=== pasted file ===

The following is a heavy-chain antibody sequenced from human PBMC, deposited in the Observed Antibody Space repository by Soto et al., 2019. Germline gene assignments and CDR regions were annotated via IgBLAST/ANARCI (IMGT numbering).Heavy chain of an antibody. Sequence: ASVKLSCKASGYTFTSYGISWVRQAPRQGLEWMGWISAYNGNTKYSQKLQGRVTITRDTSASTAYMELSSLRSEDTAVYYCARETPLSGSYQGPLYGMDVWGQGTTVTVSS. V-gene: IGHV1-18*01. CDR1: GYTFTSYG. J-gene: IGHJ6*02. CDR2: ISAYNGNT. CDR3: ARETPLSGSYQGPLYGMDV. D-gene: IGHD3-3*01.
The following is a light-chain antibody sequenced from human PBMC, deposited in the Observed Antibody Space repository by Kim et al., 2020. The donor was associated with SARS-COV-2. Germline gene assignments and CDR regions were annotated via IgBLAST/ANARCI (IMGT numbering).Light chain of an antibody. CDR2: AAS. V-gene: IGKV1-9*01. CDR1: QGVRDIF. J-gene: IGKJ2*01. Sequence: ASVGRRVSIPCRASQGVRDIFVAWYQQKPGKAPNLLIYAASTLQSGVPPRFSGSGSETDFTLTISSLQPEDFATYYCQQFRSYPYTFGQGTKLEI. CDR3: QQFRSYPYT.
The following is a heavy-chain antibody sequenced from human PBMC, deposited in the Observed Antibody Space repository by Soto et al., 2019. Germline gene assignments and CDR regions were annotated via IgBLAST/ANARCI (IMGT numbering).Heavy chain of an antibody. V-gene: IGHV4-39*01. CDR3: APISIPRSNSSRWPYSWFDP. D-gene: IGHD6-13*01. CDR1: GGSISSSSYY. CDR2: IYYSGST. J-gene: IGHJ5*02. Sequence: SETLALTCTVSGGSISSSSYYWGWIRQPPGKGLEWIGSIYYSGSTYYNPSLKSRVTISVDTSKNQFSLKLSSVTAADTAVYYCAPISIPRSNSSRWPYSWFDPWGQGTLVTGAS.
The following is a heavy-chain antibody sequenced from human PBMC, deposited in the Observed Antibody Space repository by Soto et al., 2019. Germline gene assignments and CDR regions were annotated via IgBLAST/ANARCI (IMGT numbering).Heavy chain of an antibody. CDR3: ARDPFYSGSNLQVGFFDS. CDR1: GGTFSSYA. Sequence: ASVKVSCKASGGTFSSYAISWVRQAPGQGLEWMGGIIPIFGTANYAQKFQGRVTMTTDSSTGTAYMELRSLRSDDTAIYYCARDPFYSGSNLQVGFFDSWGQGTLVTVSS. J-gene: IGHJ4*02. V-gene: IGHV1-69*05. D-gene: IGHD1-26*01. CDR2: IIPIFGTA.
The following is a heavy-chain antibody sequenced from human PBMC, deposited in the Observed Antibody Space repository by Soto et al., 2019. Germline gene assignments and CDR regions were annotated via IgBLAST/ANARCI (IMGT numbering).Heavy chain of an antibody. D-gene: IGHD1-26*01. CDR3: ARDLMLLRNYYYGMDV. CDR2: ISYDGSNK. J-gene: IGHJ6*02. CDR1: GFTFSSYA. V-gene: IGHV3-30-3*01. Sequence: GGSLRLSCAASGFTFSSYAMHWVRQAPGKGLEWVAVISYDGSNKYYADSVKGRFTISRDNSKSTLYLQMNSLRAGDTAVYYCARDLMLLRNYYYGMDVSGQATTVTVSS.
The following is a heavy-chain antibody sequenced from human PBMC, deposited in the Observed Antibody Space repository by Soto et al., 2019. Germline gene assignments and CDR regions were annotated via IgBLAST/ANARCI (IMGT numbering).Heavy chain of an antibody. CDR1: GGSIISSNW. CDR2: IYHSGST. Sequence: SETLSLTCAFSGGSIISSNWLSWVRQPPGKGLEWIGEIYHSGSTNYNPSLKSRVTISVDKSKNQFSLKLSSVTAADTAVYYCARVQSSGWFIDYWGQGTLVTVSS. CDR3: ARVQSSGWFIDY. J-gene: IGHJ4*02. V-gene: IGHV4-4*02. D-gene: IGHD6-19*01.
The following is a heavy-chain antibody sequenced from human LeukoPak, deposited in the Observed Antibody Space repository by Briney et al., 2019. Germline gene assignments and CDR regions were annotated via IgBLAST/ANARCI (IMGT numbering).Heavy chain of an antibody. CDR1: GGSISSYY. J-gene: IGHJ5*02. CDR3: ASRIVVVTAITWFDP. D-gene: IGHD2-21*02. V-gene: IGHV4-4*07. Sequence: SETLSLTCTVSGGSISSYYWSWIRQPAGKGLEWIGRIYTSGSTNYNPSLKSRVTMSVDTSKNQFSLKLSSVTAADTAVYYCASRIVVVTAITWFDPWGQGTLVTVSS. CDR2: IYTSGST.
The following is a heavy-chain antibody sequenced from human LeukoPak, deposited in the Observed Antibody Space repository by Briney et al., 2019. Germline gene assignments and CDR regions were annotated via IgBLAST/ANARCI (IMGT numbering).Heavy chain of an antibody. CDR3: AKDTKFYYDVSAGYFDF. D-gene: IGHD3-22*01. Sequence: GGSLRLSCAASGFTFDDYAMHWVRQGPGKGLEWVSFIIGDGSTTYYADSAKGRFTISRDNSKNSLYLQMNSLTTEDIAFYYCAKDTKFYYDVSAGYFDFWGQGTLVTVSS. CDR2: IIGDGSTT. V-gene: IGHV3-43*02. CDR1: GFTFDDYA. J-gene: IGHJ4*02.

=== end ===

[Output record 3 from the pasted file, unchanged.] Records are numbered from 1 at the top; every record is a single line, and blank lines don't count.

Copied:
The following is a heavy-chain antibody sequenced from human PBMC, deposited in the Observed Antibody Space repository by Soto et al., 2019. Germline gene assignments and CDR regions were annotated via IgBLAST/ANARCI (IMGT numbering).Heavy chain of an antibody. V-gene: IGHV4-39*01. CDR3: APISIPRSNSSRWPYSWFDP. D-gene: IGHD6-13*01. CDR1: GGSISSSSYY. CDR2: IYYSGST. J-gene: IGHJ5*02. Sequence: SETLALTCTVSGGSISSSSYYWGWIRQPPGKGLEWIGSIYYSGSTYYNPSLKSRVTISVDTSKNQFSLKLSSVTAADTAVYYCAPISIPRSNSSRWPYSWFDPWGQGTLVTGAS.